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Care Around Stillbirth and Neonatal Death (CASaND) Clinical Practice Guideline

Provision of culturally responsive care

Australia and Aotearoa New Zealand have socioculturally diverse populations, and care around stillbirth and neonatal death must be culturally responsive. Some groups will have experienced extensive trauma and loss and a trauma-informed approach is essential. Healthcare professionals need awareness and understanding of different cultural, religious, and spiritual belief systems and approaches to life, birth, and death. It is also necessary for healthcare professionals to be aware of the continued negative impacts of colonisation for Indigenous peoples, in this case Aboriginal and Torres Strait Islander peoples and Māori, which result in many forms of trauma. Provision of culturally responsive and trauma-informed care can help families/whānau feel safer to express their religious, cultural, and spiritual needs, traditions, and rituals.

“When I was first told about Bub, everything stopped. Like time just stopped and I didn’t know what they meant when they said Bub had no heartbeat.”

Parent quote from the Jiba Pepeny (Star Baby) booklet.

It is essential that care is always provided within a cultural context, acknowledging the potential cumulative experience of complex trauma (including intergenerational trauma) and existing mental health disorders, particularly complex psychological trauma.71-73 There is limited evidence on how to provide culturally sensitive care to meet the needs of parents and family/whānau members from culturally diverse backgrounds.71,74 However, these communities, including Aboriginal and Torres Strait Islander women, Māori women, and families from migrant and refugee backgrounds, are at greatest risk of perinatal loss.71,75-77

In Australia, the National Strategic Framework for Aboriginal and Torres Strait Islander People’s Mental Health and Social and Emotional Wellbeing 2017–202378 provides culturally appropriate guidance for clients, consumers, service providers, policy makers, advocates, and researchers. The nine guiding principles of the framework reflect the holistic and whole-of-life definition of health held by Aboriginal and Torres Strait Islander peoples.

In Aotearoa New Zealand there are several health and wellbeing frameworks grounded in te reo Māori (the Māori language) can provide guidance to healthcare professionals. The interpretation and application of such frameworks should be approached carefully in collaboration with Māori to avoid misinterpretation, and tokenistic application.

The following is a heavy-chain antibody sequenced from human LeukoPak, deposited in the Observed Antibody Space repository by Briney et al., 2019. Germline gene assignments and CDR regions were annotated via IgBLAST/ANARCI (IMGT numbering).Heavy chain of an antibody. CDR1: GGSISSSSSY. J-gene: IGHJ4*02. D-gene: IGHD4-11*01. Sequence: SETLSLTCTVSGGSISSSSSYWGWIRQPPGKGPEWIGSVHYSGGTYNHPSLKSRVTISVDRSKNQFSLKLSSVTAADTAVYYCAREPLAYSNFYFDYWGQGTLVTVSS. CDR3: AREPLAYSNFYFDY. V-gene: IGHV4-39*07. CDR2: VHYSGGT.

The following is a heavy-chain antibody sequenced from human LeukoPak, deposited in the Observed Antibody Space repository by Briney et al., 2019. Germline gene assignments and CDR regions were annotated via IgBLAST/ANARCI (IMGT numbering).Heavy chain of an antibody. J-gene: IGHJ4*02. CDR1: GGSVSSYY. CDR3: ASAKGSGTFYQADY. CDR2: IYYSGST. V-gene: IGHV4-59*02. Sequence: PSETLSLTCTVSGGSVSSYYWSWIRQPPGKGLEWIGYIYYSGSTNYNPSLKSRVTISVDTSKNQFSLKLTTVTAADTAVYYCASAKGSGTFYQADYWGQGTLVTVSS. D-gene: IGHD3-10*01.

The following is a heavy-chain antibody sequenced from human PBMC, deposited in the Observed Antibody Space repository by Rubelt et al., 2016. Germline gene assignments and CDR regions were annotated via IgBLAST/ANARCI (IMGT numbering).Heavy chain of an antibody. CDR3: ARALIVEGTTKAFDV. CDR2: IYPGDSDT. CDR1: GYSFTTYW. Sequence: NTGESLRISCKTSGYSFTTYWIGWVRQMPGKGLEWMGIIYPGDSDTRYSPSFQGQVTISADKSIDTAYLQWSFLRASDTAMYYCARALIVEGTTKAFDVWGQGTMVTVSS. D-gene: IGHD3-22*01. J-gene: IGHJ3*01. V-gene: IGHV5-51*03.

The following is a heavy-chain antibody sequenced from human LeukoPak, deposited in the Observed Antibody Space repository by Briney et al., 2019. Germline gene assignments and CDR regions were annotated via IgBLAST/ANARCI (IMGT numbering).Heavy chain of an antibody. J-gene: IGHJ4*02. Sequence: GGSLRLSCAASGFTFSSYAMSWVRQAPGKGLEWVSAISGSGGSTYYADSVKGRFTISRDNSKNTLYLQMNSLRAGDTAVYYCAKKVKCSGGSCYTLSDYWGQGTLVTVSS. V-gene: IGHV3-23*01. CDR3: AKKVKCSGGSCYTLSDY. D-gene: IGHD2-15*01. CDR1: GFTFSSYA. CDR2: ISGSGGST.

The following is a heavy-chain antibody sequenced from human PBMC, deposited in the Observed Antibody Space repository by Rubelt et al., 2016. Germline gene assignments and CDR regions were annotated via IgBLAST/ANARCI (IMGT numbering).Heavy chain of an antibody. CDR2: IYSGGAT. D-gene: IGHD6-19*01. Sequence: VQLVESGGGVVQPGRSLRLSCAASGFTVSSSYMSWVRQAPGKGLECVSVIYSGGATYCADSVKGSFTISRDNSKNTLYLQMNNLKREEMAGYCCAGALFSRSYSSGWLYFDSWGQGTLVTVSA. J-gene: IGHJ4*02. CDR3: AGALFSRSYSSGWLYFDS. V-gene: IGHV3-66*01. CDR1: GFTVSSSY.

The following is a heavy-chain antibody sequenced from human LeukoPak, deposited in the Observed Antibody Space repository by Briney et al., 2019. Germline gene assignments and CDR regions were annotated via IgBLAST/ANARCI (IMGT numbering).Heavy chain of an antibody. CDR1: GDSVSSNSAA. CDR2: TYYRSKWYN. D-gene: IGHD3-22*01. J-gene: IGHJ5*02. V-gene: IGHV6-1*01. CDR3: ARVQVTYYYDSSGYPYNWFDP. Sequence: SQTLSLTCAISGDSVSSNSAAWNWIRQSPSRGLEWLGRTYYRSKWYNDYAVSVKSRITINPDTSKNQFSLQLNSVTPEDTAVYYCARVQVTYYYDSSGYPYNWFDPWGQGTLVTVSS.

The National Stillbirth Action and Implementation Plan79 contains two actions specific to reducing rates of stillbirth among Aboriginal and Torres Strait Islander women and among some groups of migrant and refugee women:

  • ensuring culturally safe stillbirth prevention and care for Aboriginal and Torres Strait Islander women
  • ensuring culturally and linguistically appropriate models for stillbirth prevention and care for migrant and refugee women.

In Aotearoa New Zealand, the Perinatal and Maternal Mortality Review Committee (PMMRC) has been working to bring attention to the inequities within the health care system that disproportionately affect Māori women. One of the four priority recommendations included in the 2022 report69 of the PMMRC concerns the establishment of regulatory bodies to mandate cultural safety education for all individuals working across all areas of the maternity and neonatal workforce. Another recommendation asks government agencies to address the impact of structural racism.

Communication and decision making

Good communication is essential for the provision of culturally responsive and trauma-informed care. It is important to be aware of terminology and language and acknowledge that some words such as ‘stillbirth’ do not translate in other languages.80 For example, in Australia, Aboriginal families refer to grief, loss, and the healing process as Sorry Business and may refer to a stillbirth as ‘a Sorry Business baby’. Being cognisant of language and terminology that is important to parents and family/whānau is an essential aspect of providing respectful and responsive care around perinatal loss.

Asking parents and family/whānau to be responsible, solely, for decisions involving the life and death of their unborn or newborn baby may not be acceptable for some cultural groups.81 In some cultures, it is not common for the woman to be the decision maker.81-83 Information should be provided to both parents and their family/whānau because decisions may be shared. For example, in Māori culture, the baby is a recognised part of the wider whānau, who are often part of decision-making processes.

Some cultural groups may have taboos against talking about death and expressing grief in public, particularly relating to stillbirth.84

Aboriginal and Torres Strait Islander families may need space to perform ceremonies such as a smoking ceremony and other ‘Sorry Business’ rituals. Māori whānau may need space and time for karakia and the observation of tikanga related to caring for the baby, woman and whānau. The diversity across Aboriginal and Torres Strait Islander cultures highlights the need for healthcare professionals to understand the significance of birthing and passing away on Country.85